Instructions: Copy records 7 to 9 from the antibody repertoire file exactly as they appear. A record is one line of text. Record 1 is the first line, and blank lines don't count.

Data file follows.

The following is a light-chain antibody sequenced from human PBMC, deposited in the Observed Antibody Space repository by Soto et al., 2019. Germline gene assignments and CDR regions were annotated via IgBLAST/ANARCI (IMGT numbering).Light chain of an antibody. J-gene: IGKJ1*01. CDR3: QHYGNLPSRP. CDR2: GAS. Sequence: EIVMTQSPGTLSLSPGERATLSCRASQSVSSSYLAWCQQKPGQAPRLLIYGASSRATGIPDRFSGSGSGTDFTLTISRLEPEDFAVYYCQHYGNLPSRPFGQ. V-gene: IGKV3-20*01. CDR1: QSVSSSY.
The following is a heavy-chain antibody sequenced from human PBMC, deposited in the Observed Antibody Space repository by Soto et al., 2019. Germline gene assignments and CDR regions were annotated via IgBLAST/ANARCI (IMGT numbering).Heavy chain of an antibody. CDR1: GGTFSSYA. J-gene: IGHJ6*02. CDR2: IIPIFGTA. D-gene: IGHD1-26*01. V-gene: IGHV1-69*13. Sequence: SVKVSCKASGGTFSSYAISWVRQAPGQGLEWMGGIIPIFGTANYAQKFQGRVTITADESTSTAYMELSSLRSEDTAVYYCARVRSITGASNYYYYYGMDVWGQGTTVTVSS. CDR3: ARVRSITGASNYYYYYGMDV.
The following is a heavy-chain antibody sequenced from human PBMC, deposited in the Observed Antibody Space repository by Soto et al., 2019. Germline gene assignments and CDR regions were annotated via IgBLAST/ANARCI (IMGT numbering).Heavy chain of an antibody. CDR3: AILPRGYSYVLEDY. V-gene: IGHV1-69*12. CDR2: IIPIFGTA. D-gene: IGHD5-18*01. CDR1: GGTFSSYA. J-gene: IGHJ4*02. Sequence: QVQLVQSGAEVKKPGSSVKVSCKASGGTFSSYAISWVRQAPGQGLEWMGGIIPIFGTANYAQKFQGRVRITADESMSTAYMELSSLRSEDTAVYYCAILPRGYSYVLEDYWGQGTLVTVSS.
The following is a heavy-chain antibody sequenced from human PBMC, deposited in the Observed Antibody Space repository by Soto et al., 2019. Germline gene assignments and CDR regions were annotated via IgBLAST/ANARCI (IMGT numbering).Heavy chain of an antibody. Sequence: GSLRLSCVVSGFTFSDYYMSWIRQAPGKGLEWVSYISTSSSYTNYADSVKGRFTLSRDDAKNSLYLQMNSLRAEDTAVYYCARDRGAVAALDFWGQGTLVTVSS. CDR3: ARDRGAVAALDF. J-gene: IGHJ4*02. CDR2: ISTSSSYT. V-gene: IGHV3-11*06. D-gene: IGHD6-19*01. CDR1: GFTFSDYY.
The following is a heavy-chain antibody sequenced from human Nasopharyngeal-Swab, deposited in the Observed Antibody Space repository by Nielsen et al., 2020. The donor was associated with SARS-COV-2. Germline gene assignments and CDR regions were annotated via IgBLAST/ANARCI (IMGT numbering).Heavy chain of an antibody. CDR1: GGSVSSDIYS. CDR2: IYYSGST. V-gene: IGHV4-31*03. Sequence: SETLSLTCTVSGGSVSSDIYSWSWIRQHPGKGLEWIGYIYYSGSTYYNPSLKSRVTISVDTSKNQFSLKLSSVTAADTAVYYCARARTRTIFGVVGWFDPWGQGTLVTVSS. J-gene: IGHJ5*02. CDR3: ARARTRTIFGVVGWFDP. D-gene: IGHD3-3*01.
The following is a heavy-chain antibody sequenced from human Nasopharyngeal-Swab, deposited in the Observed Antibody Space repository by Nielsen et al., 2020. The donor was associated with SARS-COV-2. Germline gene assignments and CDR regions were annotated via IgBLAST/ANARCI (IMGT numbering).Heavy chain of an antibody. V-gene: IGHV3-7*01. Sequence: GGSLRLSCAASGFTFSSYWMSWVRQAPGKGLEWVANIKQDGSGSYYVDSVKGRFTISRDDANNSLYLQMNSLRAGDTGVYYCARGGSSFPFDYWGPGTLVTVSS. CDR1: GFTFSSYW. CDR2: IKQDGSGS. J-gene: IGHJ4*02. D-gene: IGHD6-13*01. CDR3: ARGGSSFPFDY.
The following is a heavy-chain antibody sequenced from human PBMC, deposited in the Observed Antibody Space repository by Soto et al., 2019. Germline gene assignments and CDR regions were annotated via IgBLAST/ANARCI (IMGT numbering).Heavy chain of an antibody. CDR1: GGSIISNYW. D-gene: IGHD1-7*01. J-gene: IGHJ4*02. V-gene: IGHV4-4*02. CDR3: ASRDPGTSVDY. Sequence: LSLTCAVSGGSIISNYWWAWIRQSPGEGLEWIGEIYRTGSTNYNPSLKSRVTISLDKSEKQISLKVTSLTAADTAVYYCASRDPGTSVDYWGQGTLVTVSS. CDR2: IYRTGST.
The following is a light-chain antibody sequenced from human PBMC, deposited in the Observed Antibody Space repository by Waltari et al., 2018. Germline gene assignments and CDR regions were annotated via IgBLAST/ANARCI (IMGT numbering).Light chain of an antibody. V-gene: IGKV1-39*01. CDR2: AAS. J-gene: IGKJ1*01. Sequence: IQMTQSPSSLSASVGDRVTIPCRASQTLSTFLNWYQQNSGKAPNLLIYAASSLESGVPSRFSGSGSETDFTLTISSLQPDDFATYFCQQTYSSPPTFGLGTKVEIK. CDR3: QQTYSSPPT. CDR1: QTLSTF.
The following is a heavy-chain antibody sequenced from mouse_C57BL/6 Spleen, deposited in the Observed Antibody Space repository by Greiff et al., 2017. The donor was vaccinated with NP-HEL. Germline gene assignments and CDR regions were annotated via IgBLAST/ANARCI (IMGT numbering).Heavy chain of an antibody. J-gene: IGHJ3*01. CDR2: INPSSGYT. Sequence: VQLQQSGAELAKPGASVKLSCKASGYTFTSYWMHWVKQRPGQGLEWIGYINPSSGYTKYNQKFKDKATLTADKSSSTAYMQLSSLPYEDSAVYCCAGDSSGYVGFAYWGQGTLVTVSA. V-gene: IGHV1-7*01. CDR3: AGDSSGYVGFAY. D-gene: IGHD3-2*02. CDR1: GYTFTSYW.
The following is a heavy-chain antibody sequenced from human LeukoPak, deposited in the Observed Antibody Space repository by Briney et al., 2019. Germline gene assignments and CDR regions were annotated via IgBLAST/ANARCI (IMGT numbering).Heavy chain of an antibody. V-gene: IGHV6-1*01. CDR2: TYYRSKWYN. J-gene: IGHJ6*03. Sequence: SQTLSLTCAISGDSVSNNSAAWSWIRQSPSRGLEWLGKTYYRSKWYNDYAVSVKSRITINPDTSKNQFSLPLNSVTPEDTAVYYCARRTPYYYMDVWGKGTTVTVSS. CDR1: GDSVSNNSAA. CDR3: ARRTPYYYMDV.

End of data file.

The following is a heavy-chain antibody sequenced from human PBMC, deposited in the Observed Antibody Space repository by Soto et al., 2019. Germline gene assignments and CDR regions were annotated via IgBLAST/ANARCI (IMGT numbering).Heavy chain of an antibody. CDR1: GGSIISNYW. D-gene: IGHD1-7*01. J-gene: IGHJ4*02. V-gene: IGHV4-4*02. CDR3: ASRDPGTSVDY. Sequence: LSLTCAVSGGSIISNYWWAWIRQSPGEGLEWIGEIYRTGSTNYNPSLKSRVTISLDKSEKQISLKVTSLTAADTAVYYCASRDPGTSVDYWGQGTLVTVSS. CDR2: IYRTGST.
The following is a light-chain antibody sequenced from human PBMC, deposited in the Observed Antibody Space repository by Waltari et al., 2018. Germline gene assignments and CDR regions were annotated via IgBLAST/ANARCI (IMGT numbering).Light chain of an antibody. V-gene: IGKV1-39*01. CDR2: AAS. J-gene: IGKJ1*01. Sequence: IQMTQSPSSLSASVGDRVTIPCRASQTLSTFLNWYQQNSGKAPNLLIYAASSLESGVPSRFSGSGSETDFTLTISSLQPDDFATYFCQQTYSSPPTFGLGTKVEIK. CDR3: QQTYSSPPT. CDR1: QTLSTF.
The following is a heavy-chain antibody sequenced from mouse_C57BL/6 Spleen, deposited in the Observed Antibody Space repository by Greiff et al., 2017. The donor was vaccinated with NP-HEL. Germline gene assignments and CDR regions were annotated via IgBLAST/ANARCI (IMGT numbering).Heavy chain of an antibody. J-gene: IGHJ3*01. CDR2: INPSSGYT. Sequence: VQLQQSGAELAKPGASVKLSCKASGYTFTSYWMHWVKQRPGQGLEWIGYINPSSGYTKYNQKFKDKATLTADKSSSTAYMQLSSLPYEDSAVYCCAGDSSGYVGFAYWGQGTLVTVSA. V-gene: IGHV1-7*01. CDR3: AGDSSGYVGFAY. D-gene: IGHD3-2*02. CDR1: GYTFTSYW.